Skip to content →

The Tennis Courts at Stuyvesant Town

Before, there was a longing—pock—

conjured by lack or hope,

and the ball sailed out to the day’s landscape,

came back as sharpened senses, bluer views.

But here in Stuyvesant Town

the tennis courts are real,

real too (my memoir: from crossed stars

to crossed fingers?) this sturdy hand I grip.

And I, for far too long

for comfort having found warped comfort

in the sports coach-cinematographer

ruling my brain, I roam with you

like an alien in a new world,

con the part clumsily;

if I must succumb to metaphor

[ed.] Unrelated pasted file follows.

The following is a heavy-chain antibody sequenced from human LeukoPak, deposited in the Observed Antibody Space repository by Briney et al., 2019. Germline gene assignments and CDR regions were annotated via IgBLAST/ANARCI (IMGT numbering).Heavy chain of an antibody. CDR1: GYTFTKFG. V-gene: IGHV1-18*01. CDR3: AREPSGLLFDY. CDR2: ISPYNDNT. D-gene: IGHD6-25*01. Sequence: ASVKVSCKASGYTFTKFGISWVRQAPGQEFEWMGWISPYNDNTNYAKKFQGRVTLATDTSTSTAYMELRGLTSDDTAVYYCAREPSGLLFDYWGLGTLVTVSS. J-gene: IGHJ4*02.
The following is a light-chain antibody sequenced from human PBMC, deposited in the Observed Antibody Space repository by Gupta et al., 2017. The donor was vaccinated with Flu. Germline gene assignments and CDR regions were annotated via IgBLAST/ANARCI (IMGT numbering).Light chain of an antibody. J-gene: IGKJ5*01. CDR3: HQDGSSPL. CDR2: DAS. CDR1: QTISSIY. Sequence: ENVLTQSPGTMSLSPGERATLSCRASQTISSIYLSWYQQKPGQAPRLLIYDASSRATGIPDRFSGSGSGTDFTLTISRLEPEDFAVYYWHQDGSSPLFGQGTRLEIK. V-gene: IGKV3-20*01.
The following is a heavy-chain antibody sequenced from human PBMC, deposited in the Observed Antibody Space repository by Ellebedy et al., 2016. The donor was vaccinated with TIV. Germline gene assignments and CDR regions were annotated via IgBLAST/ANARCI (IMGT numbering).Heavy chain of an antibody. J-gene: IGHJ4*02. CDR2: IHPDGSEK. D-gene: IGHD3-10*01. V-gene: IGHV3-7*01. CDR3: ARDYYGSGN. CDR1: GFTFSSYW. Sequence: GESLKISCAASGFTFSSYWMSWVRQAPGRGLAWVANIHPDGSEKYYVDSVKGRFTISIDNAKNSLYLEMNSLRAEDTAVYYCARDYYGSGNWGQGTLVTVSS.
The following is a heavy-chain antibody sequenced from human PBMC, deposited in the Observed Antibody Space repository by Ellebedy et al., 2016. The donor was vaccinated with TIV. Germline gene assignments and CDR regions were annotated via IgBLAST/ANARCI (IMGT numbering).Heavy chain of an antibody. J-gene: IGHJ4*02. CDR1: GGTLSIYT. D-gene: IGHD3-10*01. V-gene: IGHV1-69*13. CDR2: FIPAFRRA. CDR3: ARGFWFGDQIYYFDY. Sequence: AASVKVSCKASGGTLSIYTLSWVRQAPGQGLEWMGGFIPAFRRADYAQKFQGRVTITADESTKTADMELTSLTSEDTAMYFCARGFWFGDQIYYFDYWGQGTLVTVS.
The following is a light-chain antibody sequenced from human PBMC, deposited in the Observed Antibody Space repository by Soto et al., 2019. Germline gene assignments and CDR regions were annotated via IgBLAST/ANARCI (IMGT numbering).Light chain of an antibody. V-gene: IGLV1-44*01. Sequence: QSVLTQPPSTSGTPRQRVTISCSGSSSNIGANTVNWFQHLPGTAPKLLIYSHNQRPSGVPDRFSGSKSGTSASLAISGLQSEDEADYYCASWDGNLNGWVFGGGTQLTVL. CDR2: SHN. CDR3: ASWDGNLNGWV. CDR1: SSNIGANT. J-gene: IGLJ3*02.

let me see the net and asphalt

as an enduring endeavor

of sweat, botched serves and ever-better volleys,

and always the ball going back and forth in sunlight.

At forty I am learning to play tennis.

from Silver RosesFind it in the library

Copyright © Persea Books 2010
Used with the permission of The Permissions Company, Inc.
on behalf of Persea Books.

Published in Poems Rachel Wetzsteon

This program is supported in part by a grant from the Idaho Humanities Council, a State-based program of the National Endowment for the Humanities.

Any views, findings, conclusions, or recommendations expressed in this (publication, website, exhibit, etc.) do not necessarily represent those of the Idaho Humanities Council or the National Endowment for the Humanities.

css.php